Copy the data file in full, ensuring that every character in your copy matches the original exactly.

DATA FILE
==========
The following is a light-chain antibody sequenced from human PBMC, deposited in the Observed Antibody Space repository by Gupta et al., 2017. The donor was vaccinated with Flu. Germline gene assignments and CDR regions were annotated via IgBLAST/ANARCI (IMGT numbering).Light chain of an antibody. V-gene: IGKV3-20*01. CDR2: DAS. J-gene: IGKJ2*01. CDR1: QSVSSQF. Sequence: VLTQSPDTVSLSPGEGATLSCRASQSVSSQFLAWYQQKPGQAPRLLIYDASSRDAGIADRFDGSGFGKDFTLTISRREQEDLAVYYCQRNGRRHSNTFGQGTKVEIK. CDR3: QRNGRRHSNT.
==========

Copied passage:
The following is a light-chain antibody sequenced from human PBMC, deposited in the Observed Antibody Space repository by Gupta et al., 2017. The donor was vaccinated with Flu. Germline gene assignments and CDR regions were annotated via IgBLAST/ANARCI (IMGT numbering).Light chain of an antibody. V-gene: IGKV3-20*01. CDR2: DAS. J-gene: IGKJ2*01. CDR1: QSVSSQF. Sequence: VLTQSPDTVSLSPGEGATLSCRASQSVSSQFLAWYQQKPGQAPRLLIYDASSRDAGIADRFDGSGFGKDFTLTISRREQEDLAVYYCQRNGRRHSNTFGQGTKVEIK. CDR3: QRNGRRHSNT.